Surveillance of drug-resistant infections will be stepped up to include private hospitals and the community, instead of only public hospitals.

And in food production, the Agri-Food and Veterinary Authority (AVA) routinely tests animal feed, meat, dairy products, eggs and egg products, honey and drinking water for antibiotic residues. It will strengthen this by ensuring test methods remain relevant.

To do risk assessments, more data and studies will be needed. For instance, humans can be exposed to drug-resistant organisms in the food chain but the agencies said “more clarity is needed”.

“Little is currently known about the occurrence, effects, biodegradation and significance associated with the release and accumulation of antimicrobials in the environment,” the plan noted. “There is a need to understand how antimicrobials (including disinfectants) may contribute to the selection and spread of drug-resistant organisms in the natural environment and throughout the water and used-water treatment processes.”

One way of prevention and infection control is through immunisation.

The MOH introduced the National Adult Immunisation Schedule last month and will monitor vaccine uptake.

Professor Teo said vaccinations would greatly aid in the fight against antimicrobial resistance, being “a first-line defence” against preventable infections. The authorities will also promote the use of vaccines in livestock, pets and fish, to reduce reliance on antimicrobials. This will involve parties such as pet owners, vets and farmers.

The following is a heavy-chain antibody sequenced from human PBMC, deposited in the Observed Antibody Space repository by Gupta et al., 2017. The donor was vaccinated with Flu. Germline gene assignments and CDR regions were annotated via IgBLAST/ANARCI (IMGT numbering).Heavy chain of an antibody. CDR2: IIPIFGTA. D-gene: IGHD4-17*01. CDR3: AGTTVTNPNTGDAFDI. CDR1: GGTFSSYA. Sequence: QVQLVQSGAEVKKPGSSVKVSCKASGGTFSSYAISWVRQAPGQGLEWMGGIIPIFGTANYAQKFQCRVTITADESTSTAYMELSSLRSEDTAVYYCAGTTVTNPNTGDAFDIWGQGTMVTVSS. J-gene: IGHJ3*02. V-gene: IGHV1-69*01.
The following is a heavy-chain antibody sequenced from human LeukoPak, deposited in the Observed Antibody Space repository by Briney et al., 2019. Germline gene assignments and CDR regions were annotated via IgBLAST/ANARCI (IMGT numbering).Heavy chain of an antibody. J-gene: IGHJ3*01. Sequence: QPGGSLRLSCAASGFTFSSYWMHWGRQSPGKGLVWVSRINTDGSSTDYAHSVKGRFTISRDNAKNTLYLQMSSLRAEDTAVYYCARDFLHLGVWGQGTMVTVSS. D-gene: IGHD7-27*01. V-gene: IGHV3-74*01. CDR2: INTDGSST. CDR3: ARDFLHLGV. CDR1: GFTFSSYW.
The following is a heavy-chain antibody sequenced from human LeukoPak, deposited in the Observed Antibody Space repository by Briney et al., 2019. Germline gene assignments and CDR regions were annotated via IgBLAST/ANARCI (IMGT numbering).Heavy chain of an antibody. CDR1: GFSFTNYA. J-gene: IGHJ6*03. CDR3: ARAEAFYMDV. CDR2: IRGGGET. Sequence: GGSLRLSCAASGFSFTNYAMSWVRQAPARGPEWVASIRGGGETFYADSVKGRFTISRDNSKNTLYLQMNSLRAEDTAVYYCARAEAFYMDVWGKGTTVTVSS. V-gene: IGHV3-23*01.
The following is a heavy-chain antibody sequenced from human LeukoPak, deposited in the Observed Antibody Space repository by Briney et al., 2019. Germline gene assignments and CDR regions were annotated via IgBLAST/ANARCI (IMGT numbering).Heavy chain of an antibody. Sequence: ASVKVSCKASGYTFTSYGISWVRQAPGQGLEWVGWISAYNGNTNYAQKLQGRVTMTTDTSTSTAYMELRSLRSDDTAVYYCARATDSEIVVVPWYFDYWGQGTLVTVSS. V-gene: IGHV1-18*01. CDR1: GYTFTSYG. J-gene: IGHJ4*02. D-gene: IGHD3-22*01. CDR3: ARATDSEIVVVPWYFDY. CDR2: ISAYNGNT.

Details on goals for the next five years, measures and ways to monitor outcomes will be developed, stated the plan by the One Health Antimicrobial Resistance Workgroup comprising the Ministry of Health, AVA, National Environment Agency and national water agency PUB.

How the national plan aims to reduce drug resistance in bacteria, viruses and fungi
Salma Khalik Straits Times 1 Nov 17;

SINGAPORE - Work to reduce drug resistance in bacteria, viruses and fungi has been ongoing in Singapore for years, but has been carried out in silos.

In a step to bring together the agencies involved – the Agri-Food and Veterinary Authority, the Health Ministry, the National Environment Agency and national water agency PUB – the Government set up a multi-ministerial committee in January to combat antimicrobial resistance (AMR) as a whole-of-government effort.

It has come up with a National Strategic Action Plan, which was launched on Wednesday (Nov 1). The plan looks at gaps in current efforts and suggests ways to deal with them to prevent the AMR problem from getting worse.


- Greater awareness among people on the importance of using antibiotics correctly. For example, antibiotics are of no use against viral infections such as the flu.

- Getting more people to be vaccinated against infections. Fewer infections mean less need for antibiotics. The recently launched adult vaccination programme is a step in this direction.

- Strengthen AMR education among doctors. Many doctors believe antibiotics are overprescribed in primary care.


- Greater education among veterinarians and farmers on the proper use of antimicrobials. This is because animals are fed antibiotics, and some of it would remain in the food we eat.